A Parents Guide to Bicycle Safety

STRIDER-SITTING

Bike riding is a great way to spend time together as a family and exercise at the same time.  But it’s important to consider safety issues before hitting the road.

Most parents know how important it is to protect their kids’ heads while they ride a bike.  Wearing a helmet should never be optional, no matter how short the ride will be.  Preventing serious head injury is easy with a helmet as long as some guidelines are followed:

  • Choose bright colors so that drivers and other people along the ride can easily see the child.
  • Make sure the helmet is well ventilated so that heat can escape.  This is especially important in the summer.
  • Look at the inside of the helmet for a sticker from CPSC or Snell.  CPSC (Consumer Product Safety Commission) and the Snell Memorial Foundation are non-profit organizations that test helmets for safety.
  • The helmet should be specific to bicycling.  Other helmets are available, such as skateboarding or baseball helmets, but those types of helmets will not protect the child appropriately when cycling.
  • Adjust the helmet so it fits properly.  If a helmet does not have adjustable components, don’t buy it.  Here are some fit tips:
  • The helmet needs to sit level on the head, and it should not tip backwards easily
  • The straps should be strong and wide with a clasp under the chin
  • It should fit tight enough that sudden pulling or twisting won’t move it around

Helmet use is just one part of being safe on a bike.  Here are some other helpful tips to stay safe on two wheels:

  • Always obey all traffic signs and ride with the flow of traffic, not against it.
  • Make sure cars, other cyclists, and pedestrians have seen all cyclists before crossing intersections.  Just like driving a car, it’s important to be a defensive cyclist.  Passing driveways and watching for cars that are turning need special attention as well.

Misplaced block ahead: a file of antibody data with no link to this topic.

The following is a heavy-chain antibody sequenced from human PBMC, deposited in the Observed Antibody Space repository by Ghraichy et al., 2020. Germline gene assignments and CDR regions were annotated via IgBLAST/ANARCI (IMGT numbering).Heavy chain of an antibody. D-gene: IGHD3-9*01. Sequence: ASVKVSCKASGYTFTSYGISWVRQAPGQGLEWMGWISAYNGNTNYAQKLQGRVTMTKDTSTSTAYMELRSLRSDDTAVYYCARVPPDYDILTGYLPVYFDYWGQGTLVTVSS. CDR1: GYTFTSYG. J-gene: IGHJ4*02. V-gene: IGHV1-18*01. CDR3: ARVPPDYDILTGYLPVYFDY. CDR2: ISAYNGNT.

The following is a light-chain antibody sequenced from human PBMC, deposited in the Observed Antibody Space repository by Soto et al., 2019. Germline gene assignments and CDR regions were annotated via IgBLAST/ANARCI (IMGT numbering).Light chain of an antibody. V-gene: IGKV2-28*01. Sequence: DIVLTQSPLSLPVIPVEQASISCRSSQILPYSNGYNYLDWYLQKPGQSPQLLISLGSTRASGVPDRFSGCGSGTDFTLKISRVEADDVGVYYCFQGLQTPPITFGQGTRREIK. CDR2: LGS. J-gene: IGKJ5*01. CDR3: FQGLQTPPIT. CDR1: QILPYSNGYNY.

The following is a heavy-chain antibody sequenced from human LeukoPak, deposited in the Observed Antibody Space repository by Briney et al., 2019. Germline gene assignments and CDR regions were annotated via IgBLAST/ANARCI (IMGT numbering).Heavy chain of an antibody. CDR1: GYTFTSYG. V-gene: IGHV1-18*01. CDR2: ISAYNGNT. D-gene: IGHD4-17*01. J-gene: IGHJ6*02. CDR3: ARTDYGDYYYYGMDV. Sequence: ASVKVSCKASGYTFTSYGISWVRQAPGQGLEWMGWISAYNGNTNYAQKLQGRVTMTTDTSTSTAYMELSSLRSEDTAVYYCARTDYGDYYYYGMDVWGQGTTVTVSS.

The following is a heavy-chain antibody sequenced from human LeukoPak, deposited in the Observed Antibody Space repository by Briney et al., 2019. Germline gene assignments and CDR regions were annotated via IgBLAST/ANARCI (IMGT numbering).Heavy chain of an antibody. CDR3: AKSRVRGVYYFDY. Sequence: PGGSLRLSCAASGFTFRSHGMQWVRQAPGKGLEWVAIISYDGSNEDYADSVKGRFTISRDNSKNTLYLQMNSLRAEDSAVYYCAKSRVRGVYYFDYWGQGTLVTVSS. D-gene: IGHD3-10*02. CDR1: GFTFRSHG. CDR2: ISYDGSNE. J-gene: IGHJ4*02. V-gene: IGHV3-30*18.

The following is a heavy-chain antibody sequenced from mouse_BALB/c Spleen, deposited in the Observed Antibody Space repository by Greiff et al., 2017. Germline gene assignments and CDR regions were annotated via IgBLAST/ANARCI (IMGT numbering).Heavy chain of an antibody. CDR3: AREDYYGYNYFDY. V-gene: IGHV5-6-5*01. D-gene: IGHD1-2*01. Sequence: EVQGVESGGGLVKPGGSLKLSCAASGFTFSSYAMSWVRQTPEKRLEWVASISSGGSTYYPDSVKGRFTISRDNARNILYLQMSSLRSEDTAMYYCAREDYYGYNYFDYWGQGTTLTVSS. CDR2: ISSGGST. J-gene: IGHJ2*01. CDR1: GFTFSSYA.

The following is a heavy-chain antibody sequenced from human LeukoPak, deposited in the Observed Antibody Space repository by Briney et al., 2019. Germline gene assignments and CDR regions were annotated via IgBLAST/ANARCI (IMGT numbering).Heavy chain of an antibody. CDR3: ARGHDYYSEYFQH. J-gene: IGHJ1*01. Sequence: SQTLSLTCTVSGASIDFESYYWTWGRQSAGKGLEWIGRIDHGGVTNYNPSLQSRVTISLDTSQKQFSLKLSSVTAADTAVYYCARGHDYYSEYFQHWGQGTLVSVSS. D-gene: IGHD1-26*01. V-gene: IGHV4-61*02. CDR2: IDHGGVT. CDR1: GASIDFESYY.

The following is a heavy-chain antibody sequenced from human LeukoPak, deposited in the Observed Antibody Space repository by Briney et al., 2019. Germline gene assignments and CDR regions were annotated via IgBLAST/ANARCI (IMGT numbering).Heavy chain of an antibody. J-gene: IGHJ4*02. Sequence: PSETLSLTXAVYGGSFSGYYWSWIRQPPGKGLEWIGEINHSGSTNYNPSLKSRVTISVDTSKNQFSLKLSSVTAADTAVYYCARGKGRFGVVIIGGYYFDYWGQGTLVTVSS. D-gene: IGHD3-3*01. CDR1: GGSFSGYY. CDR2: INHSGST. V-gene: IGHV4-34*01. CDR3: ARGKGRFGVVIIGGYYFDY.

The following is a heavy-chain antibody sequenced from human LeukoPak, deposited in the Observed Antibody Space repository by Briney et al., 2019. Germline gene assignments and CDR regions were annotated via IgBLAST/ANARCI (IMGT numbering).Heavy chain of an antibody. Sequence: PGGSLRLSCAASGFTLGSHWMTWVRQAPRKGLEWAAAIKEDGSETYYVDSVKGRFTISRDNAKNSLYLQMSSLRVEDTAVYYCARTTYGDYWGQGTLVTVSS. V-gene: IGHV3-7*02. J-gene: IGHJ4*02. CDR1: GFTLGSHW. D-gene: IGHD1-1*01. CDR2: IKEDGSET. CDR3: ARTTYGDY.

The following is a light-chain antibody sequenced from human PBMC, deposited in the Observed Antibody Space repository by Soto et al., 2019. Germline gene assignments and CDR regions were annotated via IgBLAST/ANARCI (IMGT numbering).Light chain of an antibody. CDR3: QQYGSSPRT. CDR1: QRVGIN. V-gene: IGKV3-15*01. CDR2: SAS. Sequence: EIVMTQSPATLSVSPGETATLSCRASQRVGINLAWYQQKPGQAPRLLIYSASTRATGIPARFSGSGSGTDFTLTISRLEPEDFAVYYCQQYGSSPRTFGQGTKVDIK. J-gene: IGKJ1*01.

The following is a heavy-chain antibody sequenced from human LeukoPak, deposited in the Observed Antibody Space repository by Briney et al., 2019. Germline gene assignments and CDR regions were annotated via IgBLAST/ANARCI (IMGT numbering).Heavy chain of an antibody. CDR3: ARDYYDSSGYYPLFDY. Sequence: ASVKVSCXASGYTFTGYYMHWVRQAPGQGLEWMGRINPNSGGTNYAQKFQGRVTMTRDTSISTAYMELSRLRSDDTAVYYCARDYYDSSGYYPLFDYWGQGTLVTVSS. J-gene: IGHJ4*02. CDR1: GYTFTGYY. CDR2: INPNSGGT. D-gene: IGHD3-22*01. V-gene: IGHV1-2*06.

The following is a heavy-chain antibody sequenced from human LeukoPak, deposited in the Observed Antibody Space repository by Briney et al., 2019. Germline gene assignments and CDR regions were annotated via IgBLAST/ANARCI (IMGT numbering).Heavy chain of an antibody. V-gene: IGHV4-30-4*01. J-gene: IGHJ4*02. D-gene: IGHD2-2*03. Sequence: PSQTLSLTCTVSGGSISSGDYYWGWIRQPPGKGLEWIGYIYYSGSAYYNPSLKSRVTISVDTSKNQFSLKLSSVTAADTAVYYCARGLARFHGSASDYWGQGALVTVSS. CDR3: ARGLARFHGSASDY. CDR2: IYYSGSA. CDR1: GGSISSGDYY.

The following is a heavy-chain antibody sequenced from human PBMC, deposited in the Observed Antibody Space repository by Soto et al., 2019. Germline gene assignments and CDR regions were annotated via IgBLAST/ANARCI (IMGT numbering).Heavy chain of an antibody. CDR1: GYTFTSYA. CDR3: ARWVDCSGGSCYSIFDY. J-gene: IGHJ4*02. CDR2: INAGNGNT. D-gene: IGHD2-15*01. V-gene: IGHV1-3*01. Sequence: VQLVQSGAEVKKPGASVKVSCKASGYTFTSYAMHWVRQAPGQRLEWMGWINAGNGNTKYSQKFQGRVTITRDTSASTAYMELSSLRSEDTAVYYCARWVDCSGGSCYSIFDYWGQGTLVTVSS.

• Don’t ride too close to parked cars.  Doors can open suddenly if car passengers aren’t aware of cyclists near the car.
  • When riding in a group, always ride single file on the street.  Using bike lanes and bike paths can provide extra safety, too.  Try to avoid riding on sidewalks when possible, except for very young kids.
  • Wear clothing that won’t cause problems.  Long pants may become tangled in a bike chain if they are too loose.  Shoes should be hard soled and should grip the bike’s pedals.  Flip flops, shoes with cleats, or shoes with heels should be avoided, and kids should never ride barefoot.
  • Make sure all bicycles are regularly maintained.  Check the tires for appropriate pressure, clean and oil the chains, replace worn brake pads, and adjust handlebars and seats as kids grow.

Bicycling is great exercise and a fun way to stay active as a family.  Set a good example for kids by demonstrating safety on the road and wearing a helmet.  Establishing these habits will help make them part of the family’s routine for a happy and healthy summer.

-Dr Kristi Whitenton

 

Dr. Kristi Whitenton is a graduate of the University of North Texas Health Science Center in Fort Worth, followed by general pediatrics residency at the University of Texas Health Science Center at San Antonio. After two years of additional training in pediatric critical care, she became a medical director for Little Spurs Pediatric Urgent Care in San Antonio. In August 2014, she joined Urgent Care for Kids as the Medical Director for the Austin area. She is a fellow of the American Academy of Pediatrics and has a son attending Southern Methodist University in Dallas. In her spare time, she enjoys running, baking, and supporting the visual and performing arts.